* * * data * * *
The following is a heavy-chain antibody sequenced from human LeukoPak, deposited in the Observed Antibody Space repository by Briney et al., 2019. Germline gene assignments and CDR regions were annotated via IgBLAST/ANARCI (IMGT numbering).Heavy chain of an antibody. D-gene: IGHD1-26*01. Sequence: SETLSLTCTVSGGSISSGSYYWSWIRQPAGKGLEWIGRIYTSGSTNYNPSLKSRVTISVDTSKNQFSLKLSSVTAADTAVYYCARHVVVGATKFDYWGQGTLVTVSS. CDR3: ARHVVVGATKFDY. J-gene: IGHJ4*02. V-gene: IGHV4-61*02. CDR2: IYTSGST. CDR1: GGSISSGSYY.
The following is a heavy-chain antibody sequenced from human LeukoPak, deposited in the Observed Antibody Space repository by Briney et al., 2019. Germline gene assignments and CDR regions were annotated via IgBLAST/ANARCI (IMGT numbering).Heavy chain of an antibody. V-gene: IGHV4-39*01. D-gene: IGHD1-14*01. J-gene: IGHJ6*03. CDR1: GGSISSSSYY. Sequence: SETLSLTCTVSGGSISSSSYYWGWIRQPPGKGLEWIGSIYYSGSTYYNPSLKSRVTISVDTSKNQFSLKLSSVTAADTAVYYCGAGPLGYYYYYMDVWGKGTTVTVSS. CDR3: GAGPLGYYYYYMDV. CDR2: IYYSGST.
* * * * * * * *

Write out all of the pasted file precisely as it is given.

The following is a heavy-chain antibody sequenced from human LeukoPak, deposited in the Observed Antibody Space repository by Briney et al., 2019. Germline gene assignments and CDR regions were annotated via IgBLAST/ANARCI (IMGT numbering).Heavy chain of an antibody. D-gene: IGHD1-26*01. Sequence: SETLSLTCTVSGGSISSGSYYWSWIRQPAGKGLEWIGRIYTSGSTNYNPSLKSRVTISVDTSKNQFSLKLSSVTAADTAVYYCARHVVVGATKFDYWGQGTLVTVSS. CDR3: ARHVVVGATKFDY. J-gene: IGHJ4*02. V-gene: IGHV4-61*02. CDR2: IYTSGST. CDR1: GGSISSGSYY.
The following is a heavy-chain antibody sequenced from human LeukoPak, deposited in the Observed Antibody Space repository by Briney et al., 2019. Germline gene assignments and CDR regions were annotated via IgBLAST/ANARCI (IMGT numbering).Heavy chain of an antibody. V-gene: IGHV4-39*01. D-gene: IGHD1-14*01. J-gene: IGHJ6*03. CDR1: GGSISSSSYY. Sequence: SETLSLTCTVSGGSISSSSYYWGWIRQPPGKGLEWIGSIYYSGSTYYNPSLKSRVTISVDTSKNQFSLKLSSVTAADTAVYYCGAGPLGYYYYYMDVWGKGTTVTVSS. CDR3: GAGPLGYYYYYMDV. CDR2: IYYSGST.